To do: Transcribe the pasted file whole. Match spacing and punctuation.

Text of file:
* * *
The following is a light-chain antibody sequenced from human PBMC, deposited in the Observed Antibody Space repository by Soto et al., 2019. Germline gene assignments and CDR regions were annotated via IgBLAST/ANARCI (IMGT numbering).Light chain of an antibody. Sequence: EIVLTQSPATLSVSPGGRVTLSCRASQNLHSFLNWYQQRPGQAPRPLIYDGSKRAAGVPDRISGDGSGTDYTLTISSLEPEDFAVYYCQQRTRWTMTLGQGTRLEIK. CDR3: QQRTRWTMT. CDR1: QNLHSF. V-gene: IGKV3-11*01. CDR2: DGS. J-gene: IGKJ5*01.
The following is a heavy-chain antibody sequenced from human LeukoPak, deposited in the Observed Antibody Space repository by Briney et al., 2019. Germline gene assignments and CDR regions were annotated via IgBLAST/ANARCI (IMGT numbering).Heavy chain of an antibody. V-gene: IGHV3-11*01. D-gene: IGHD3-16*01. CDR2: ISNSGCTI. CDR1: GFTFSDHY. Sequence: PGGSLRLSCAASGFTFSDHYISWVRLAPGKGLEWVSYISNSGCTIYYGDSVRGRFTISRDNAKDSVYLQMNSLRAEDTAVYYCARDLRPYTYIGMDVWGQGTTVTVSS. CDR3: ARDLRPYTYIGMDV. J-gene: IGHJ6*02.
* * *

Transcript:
The following is a light-chain antibody sequenced from human PBMC, deposited in the Observed Antibody Space repository by Soto et al., 2019. Germline gene assignments and CDR regions were annotated via IgBLAST/ANARCI (IMGT numbering).Light chain of an antibody. Sequence: EIVLTQSPATLSVSPGGRVTLSCRASQNLHSFLNWYQQRPGQAPRPLIYDGSKRAAGVPDRISGDGSGTDYTLTISSLEPEDFAVYYCQQRTRWTMTLGQGTRLEIK. CDR3: QQRTRWTMT. CDR1: QNLHSF. V-gene: IGKV3-11*01. CDR2: DGS. J-gene: IGKJ5*01.
The following is a heavy-chain antibody sequenced from human LeukoPak, deposited in the Observed Antibody Space repository by Briney et al., 2019. Germline gene assignments and CDR regions were annotated via IgBLAST/ANARCI (IMGT numbering).Heavy chain of an antibody. V-gene: IGHV3-11*01. D-gene: IGHD3-16*01. CDR2: ISNSGCTI. CDR1: GFTFSDHY. Sequence: PGGSLRLSCAASGFTFSDHYISWVRLAPGKGLEWVSYISNSGCTIYYGDSVRGRFTISRDNAKDSVYLQMNSLRAEDTAVYYCARDLRPYTYIGMDVWGQGTTVTVSS. CDR3: ARDLRPYTYIGMDV. J-gene: IGHJ6*02.